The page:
Gloria DeHaven, Star of Golden Age Movie Musicals, Dies at 91

Gloria DeHaven dead
Ernest Jones / Associated Newspapers /REX/Shutterstock

Gloria DeHaven, who starred in classic movie musicals in the 1940s and ’50s — mostly for MGM, has died. She was 91.

The actress died Saturday in hospice care in Las Vegas, after suffering a stroke several months ago, her agent told Reuters.

“With Gloria DeHaven’s passing, we have lost another precious link to the classical cinema of yesteryear. Gloria was a talented actor and singer, and she will be sorely missed,” said SAG-AFTRA President Gabrielle Carteris.

DeHaven, who’s career spanned six decades, embodied Hollywood’s Golden Age with her spunk and charisma.

She made her big-screen debut as a child, playing Paulette Goddard’s younger sister, in Charlie Chaplin’s last silent movie, 1936’s “Modern Times.” DeHaven starred in more than two dozen films, including her breakout role in Lucille Ball’s “Best Foot Forward” (1943); “Two Girls and a Sailor” (1944) with Van Johnson, June Allyson, and Jimmy Durante; “Step Lively” (1944) with Frank Sinatra, giving him his first on-screen kiss; “Summer Holiday” (1948) starring Mickey Rooney; “Summer Stock” (1950) toplined by Judy Garland and Gene Kelly; and Fred Astaire’s “Three Little Words” (1950).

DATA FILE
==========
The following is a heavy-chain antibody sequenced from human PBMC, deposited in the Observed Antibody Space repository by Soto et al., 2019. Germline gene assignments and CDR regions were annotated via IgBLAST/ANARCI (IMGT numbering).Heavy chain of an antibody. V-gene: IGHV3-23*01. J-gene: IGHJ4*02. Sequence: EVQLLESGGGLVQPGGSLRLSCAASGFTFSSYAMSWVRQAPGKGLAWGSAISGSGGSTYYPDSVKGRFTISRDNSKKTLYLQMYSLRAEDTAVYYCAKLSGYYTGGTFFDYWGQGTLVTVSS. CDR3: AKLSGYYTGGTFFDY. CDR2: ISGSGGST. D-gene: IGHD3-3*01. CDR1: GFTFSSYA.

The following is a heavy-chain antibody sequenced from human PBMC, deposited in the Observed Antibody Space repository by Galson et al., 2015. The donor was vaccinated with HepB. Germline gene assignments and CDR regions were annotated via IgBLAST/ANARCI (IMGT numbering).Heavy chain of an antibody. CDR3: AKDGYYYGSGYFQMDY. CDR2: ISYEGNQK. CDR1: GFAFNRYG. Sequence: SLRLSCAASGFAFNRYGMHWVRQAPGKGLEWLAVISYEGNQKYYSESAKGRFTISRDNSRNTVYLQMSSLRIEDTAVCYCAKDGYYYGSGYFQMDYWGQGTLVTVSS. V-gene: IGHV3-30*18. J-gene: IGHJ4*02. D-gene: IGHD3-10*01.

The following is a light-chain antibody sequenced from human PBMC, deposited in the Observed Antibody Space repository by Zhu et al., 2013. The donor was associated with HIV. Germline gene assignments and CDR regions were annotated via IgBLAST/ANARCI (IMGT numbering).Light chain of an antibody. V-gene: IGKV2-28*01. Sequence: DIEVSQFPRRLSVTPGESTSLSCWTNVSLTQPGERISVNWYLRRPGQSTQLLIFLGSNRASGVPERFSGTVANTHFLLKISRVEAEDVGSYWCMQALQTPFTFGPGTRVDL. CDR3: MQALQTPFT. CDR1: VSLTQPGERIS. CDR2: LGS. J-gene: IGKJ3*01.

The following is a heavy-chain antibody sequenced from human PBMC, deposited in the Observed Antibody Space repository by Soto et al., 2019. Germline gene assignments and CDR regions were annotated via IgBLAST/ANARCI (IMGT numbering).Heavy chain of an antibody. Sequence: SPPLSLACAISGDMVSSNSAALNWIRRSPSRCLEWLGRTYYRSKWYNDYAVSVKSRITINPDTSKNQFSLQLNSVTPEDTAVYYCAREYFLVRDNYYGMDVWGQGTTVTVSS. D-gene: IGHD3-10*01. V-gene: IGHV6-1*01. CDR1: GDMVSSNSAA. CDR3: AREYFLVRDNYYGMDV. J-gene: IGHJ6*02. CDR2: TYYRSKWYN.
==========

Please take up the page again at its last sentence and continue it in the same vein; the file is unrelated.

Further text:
She later transitioned to TV work, with roles on the soap operas “As the World Turns,” “Ryan’s Hope,” and “All My Children.”

Her final film appearance was in the 1997 Jack Lemmon-Walter Matthau romantic comedy “Out to Sea,” while her last TV role came three years later on CBS’ “Touched by an Angel.”

DeHaven was married four times, including to actor John Payne and twice to businessman Richard Fincher. She is survived by four children.

A memorial service will be held in her honor on Aug. 20 at 10:30 a.m. at St. Monica’s Catholic Church in Santa Monica, Calif.